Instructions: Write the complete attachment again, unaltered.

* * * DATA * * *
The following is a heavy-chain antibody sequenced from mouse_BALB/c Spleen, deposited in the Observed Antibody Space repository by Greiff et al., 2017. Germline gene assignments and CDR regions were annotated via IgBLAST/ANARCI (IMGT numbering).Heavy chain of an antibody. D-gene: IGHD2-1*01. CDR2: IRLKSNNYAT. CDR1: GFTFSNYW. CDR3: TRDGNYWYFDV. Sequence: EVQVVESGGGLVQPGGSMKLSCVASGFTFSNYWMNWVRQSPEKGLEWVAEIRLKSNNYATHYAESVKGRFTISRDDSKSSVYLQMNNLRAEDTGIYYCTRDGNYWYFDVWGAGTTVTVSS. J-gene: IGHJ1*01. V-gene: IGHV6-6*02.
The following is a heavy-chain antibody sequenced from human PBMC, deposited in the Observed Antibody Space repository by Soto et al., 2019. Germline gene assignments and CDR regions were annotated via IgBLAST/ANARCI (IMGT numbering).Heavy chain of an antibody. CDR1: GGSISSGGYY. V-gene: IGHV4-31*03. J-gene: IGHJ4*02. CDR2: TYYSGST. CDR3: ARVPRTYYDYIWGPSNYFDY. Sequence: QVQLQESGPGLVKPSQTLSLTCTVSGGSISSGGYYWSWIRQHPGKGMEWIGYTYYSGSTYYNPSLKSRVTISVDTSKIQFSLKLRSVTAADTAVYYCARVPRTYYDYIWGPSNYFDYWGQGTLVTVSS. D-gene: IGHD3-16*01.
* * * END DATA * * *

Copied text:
The following is a heavy-chain antibody sequenced from mouse_BALB/c Spleen, deposited in the Observed Antibody Space repository by Greiff et al., 2017. Germline gene assignments and CDR regions were annotated via IgBLAST/ANARCI (IMGT numbering).Heavy chain of an antibody. D-gene: IGHD2-1*01. CDR2: IRLKSNNYAT. CDR1: GFTFSNYW. CDR3: TRDGNYWYFDV. Sequence: EVQVVESGGGLVQPGGSMKLSCVASGFTFSNYWMNWVRQSPEKGLEWVAEIRLKSNNYATHYAESVKGRFTISRDDSKSSVYLQMNNLRAEDTGIYYCTRDGNYWYFDVWGAGTTVTVSS. J-gene: IGHJ1*01. V-gene: IGHV6-6*02.
The following is a heavy-chain antibody sequenced from human PBMC, deposited in the Observed Antibody Space repository by Soto et al., 2019. Germline gene assignments and CDR regions were annotated via IgBLAST/ANARCI (IMGT numbering).Heavy chain of an antibody. CDR1: GGSISSGGYY. V-gene: IGHV4-31*03. J-gene: IGHJ4*02. CDR2: TYYSGST. CDR3: ARVPRTYYDYIWGPSNYFDY. Sequence: QVQLQESGPGLVKPSQTLSLTCTVSGGSISSGGYYWSWIRQHPGKGMEWIGYTYYSGSTYYNPSLKSRVTISVDTSKIQFSLKLRSVTAADTAVYYCARVPRTYYDYIWGPSNYFDYWGQGTLVTVSS. D-gene: IGHD3-16*01.